Bladen - Similar to Reveille in berry size, vigor, and productivity. It is more resistant to cracking in wet weather. Color development is more uniform during ripening. Firmness and flavor are good. Bushes are upright and vigorous with a slightly wider canopy than Reveille. The blossoms are not completely self fruitful, so interplanting with a variety such as Reveille will insure adequate pollination. Ripening is 4 to 5 days earlier than Reveille. Leafing is poor on bushes with excess flowers. Topping, or late pruning, should increase fruit size and reduce bush damage. North Carolina release 1987. Requires 500 to 600 chill hours.
Blue Ridge - Produces medium to large fruit with excellent color, good firmness, and excellent flavor. Picking scar is fair with occasional tearing. It was originally released for the home garden but a few growers are considering small plantings for commercial production. Requires 500 to 600 chill hours. North Carolina release 1987
Jubilee - Plants grow upright and are vigorous and productive. Fruit of Jubilee is medium in size and has good color, flavor, firmness, and a small picking scar. Plants of Jubilee bloom later and ripen their fruit about two weeks earlier than Climax. Fruit on Jubilee plants retain good quality over an extended period and can be completely (95 percent) commercially harvested in one or two pickings. Requires 550 to 650 chill hours. Mississippi release 1995.
Magnolia - Plants of Magnolia have a spreading growth habit and are medium in height, productive, and vigorous after field establishment. Small plants require good planting management to ensure good survivability. Fruit of Magnolia is medium in size, has good flavor, color, firmness, and a small picking scar. Plants often bloom later and ripen their fruit about two weeks before Climax. Requires 550 to 650 chill hours. Mississippi release 1995.
Pearl River - Plants of Pearl River are vigorous, grow upright and are productive. Pearl River fruit is medium in size, has good flavor, is firm, and has a small scar. The fruit is darker blue than other southern highbush cultivars but is commercially acceptable. Pearl River plants bloom almost two weeks later than Climax and the fruit ripens about one week before Climax. Requires 550 to 650 chill hours. Mississippi release 1995.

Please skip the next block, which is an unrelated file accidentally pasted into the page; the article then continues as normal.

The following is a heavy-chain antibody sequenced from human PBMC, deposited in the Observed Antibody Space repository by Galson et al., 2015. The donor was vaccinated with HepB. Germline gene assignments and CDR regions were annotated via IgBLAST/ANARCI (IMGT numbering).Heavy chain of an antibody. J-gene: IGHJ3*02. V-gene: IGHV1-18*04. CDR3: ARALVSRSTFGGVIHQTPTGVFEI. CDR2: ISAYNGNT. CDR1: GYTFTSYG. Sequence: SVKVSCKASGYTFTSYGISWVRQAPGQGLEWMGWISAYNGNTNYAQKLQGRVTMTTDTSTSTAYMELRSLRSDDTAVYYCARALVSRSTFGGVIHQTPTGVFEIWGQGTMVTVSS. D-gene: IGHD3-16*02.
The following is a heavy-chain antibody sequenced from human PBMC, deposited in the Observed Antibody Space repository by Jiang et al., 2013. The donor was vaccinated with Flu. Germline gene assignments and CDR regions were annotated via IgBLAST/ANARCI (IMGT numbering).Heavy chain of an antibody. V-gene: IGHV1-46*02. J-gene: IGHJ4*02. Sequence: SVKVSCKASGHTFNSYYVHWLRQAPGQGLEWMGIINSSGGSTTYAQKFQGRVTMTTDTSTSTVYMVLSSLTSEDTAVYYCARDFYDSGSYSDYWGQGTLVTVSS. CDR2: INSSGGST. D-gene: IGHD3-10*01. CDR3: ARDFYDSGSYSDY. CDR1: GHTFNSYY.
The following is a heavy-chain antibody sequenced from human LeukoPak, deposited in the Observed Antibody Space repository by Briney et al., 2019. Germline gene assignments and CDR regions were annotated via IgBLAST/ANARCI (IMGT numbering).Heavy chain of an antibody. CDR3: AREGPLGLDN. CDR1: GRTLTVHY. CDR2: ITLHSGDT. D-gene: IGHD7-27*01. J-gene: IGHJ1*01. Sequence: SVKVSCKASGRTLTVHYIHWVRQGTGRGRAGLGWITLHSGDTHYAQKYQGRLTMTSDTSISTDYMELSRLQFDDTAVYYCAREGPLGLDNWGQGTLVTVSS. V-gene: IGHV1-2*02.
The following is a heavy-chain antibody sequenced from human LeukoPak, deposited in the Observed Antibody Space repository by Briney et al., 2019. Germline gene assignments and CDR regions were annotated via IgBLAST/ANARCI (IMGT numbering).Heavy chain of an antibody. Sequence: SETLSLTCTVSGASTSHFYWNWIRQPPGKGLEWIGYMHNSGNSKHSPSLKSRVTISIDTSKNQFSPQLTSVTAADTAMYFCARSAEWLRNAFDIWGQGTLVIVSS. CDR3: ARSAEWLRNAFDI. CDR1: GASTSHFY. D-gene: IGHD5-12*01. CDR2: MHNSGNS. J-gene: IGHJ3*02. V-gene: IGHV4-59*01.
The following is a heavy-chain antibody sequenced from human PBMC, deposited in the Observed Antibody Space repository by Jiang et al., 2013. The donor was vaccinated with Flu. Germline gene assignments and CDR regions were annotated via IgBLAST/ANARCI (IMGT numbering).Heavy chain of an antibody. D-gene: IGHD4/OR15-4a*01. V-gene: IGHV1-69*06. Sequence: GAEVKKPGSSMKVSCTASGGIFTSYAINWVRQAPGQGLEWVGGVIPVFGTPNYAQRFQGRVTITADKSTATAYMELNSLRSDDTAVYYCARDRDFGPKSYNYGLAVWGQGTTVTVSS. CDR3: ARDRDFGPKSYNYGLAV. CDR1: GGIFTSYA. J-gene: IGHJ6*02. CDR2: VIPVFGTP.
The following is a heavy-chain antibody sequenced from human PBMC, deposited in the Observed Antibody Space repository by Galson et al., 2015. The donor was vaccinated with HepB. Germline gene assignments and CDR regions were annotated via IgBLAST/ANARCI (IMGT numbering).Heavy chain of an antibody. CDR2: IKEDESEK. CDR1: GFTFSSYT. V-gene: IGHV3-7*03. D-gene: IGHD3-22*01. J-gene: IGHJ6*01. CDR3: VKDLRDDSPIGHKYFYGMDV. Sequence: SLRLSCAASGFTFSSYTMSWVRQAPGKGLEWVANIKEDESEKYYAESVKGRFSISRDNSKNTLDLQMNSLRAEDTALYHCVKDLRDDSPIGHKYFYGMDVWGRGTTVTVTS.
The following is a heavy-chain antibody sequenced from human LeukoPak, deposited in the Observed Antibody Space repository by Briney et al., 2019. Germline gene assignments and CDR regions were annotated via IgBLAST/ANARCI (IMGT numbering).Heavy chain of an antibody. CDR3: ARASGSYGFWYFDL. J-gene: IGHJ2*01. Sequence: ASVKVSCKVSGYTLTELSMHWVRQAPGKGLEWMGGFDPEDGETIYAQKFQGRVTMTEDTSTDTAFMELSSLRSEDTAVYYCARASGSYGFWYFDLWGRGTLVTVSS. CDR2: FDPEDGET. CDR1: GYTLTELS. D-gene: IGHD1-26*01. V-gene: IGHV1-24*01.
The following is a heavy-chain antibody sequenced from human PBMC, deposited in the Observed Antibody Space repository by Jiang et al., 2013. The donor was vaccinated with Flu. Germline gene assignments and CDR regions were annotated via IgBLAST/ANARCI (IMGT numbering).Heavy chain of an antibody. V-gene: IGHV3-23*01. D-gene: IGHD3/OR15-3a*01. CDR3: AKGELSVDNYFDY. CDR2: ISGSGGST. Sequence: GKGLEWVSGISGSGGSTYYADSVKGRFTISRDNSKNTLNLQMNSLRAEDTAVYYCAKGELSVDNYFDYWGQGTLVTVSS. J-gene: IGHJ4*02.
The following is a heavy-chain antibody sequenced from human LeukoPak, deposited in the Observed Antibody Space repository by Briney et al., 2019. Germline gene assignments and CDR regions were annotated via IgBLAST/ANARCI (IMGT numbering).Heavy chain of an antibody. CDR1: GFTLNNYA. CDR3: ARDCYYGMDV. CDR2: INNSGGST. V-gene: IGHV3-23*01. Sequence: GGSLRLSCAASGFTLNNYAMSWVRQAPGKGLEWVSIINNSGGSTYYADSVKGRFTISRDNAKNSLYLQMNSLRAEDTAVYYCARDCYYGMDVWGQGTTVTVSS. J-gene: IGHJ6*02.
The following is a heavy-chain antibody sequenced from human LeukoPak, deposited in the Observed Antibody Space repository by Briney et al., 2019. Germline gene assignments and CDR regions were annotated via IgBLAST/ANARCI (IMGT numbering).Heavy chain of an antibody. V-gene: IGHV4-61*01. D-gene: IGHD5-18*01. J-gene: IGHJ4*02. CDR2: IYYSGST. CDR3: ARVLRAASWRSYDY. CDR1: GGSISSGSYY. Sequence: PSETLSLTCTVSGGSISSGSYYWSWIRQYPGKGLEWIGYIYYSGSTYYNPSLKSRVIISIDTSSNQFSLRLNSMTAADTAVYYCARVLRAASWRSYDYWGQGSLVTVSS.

Biloxi - A relatively low chilling cultivar and recommended for the southern areas of the southeastern United States. It may not be adapted to areas with very low chilling such as central or southern Florida. Plants of Biloxi grow upright and are vigorous and productive. Fruit of Biloxi is medium in size, has good color, flavor and firmness, with a small picking scar. Fruit of Biloxi ripens early, a few days earlier than Jubilee, but the bloom period is also early. This puts it at risk in years of late spring freezes. Biloxi should be interplanted with other southern highbush cultivars to facilitate fruit set, early ripening, and maximum yield. Mississippi release 1998.
VICKSBURG, Miss. -- Foods grown on Southern farms should end up on Southern tables, especially when those tables are in the state’s many historic bed-and-breakfasts.
That was the message Mississippi State University Extension Service personnel sent home with participants in a recent workshop.
“Nobody wants to go to a Southern B&B and not experience the food, so think about serving local foods,” said Brent Fountain, Extension nutrition specialist.
WAYNESBORO, Miss. -- The demand for fresh Mississippi blueberries may grow this year after a mid-March freeze hampered production in neighboring states.
Freezing temperatures during the crop's early growth stage on farms east of the state, especially in Georgia and North Carolina, caused production losses of up to 50 percent.
Meanwhile, 85 percent of Mississippi's blueberry crop was either in good or excellent condition as of May 15, according to a weekly crop progress and condition report published by the U.S. Department of Agriculture.
RAYMOND, Miss. -- This year's early spring temperatures allowed some fruit and vegetable growers to plant their crops a little earlier than usual.
Jeremy Maness, Mississippi State University Extension agent in Smith County, said growers in his county have not experienced any problems so far despite a late freeze.
"Everything is going well," he said. "Tomatoes grown in greenhouses or high tunnels are ready now. We project watermelons will be ready around mid- to late June, and field tomatoes should be ready to start coming off the vine around the first week of June."
RAYMOND, Miss. -- Growers interested in commercial pecan production are invited to a spring field day May 11 in Raymond.
The event will begin at the Mississippi State University Central Mississippi Research and Extension Center at 1320 Seven Springs Road in Raymond. It is hosted by the Mississippi Pecan Growers Association, MSU Extension Service, and Mississippi Agricultural and Forestry Experiment Station.
STARKVILLE, Miss. -- Growing conditions first helped but then hurt Mississippi strawberries this year as the 2017 harvest season comes to an early conclusion.
Eric Stafne, fruit crops specialist with the Mississippi State University Extension Service, said a mild fall and winter helped the crop mature a little earlier than normal.